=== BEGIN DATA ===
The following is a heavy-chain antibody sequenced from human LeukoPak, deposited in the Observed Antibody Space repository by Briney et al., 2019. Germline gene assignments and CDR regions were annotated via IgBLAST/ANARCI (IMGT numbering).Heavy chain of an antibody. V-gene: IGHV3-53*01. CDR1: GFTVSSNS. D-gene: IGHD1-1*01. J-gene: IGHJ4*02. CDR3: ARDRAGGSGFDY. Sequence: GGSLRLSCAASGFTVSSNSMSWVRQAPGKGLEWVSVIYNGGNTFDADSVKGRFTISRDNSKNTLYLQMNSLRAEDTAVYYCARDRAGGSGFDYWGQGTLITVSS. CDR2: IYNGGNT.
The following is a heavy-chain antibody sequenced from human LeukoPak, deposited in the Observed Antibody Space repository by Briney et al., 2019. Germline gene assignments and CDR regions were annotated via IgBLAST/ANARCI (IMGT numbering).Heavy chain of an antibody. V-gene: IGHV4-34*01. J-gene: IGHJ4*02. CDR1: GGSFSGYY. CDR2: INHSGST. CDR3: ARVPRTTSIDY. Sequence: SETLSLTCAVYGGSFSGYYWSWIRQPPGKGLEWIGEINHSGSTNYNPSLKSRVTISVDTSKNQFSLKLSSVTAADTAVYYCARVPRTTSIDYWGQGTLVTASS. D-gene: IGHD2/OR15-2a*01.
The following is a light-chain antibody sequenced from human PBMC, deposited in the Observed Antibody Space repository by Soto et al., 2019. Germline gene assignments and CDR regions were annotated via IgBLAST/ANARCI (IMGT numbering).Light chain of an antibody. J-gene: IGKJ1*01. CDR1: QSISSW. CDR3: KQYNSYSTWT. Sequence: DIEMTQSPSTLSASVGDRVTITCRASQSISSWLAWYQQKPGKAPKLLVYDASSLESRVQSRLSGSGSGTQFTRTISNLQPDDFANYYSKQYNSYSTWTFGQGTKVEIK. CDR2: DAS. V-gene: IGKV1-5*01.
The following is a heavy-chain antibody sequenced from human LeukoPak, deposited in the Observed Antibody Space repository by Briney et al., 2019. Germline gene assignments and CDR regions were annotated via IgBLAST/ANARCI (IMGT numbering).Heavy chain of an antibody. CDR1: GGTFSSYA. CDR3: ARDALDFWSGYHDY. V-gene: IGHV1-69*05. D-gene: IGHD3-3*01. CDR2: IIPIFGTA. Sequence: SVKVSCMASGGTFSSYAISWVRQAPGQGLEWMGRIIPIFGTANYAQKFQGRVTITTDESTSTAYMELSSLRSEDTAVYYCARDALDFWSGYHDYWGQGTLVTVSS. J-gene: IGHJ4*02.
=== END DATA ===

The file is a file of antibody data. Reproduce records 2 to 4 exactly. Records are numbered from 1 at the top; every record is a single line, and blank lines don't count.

The following is a heavy-chain antibody sequenced from human LeukoPak, deposited in the Observed Antibody Space repository by Briney et al., 2019. Germline gene assignments and CDR regions were annotated via IgBLAST/ANARCI (IMGT numbering).Heavy chain of an antibody. V-gene: IGHV4-34*01. J-gene: IGHJ4*02. CDR1: GGSFSGYY. CDR2: INHSGST. CDR3: ARVPRTTSIDY. Sequence: SETLSLTCAVYGGSFSGYYWSWIRQPPGKGLEWIGEINHSGSTNYNPSLKSRVTISVDTSKNQFSLKLSSVTAADTAVYYCARVPRTTSIDYWGQGTLVTASS. D-gene: IGHD2/OR15-2a*01.
The following is a light-chain antibody sequenced from human PBMC, deposited in the Observed Antibody Space repository by Soto et al., 2019. Germline gene assignments and CDR regions were annotated via IgBLAST/ANARCI (IMGT numbering).Light chain of an antibody. J-gene: IGKJ1*01. CDR1: QSISSW. CDR3: KQYNSYSTWT. Sequence: DIEMTQSPSTLSASVGDRVTITCRASQSISSWLAWYQQKPGKAPKLLVYDASSLESRVQSRLSGSGSGTQFTRTISNLQPDDFANYYSKQYNSYSTWTFGQGTKVEIK. CDR2: DAS. V-gene: IGKV1-5*01.
The following is a heavy-chain antibody sequenced from human LeukoPak, deposited in the Observed Antibody Space repository by Briney et al., 2019. Germline gene assignments and CDR regions were annotated via IgBLAST/ANARCI (IMGT numbering).Heavy chain of an antibody. CDR1: GGTFSSYA. CDR3: ARDALDFWSGYHDY. V-gene: IGHV1-69*05. D-gene: IGHD3-3*01. CDR2: IIPIFGTA. Sequence: SVKVSCMASGGTFSSYAISWVRQAPGQGLEWMGRIIPIFGTANYAQKFQGRVTITTDESTSTAYMELSSLRSEDTAVYYCARDALDFWSGYHDYWGQGTLVTVSS. J-gene: IGHJ4*02.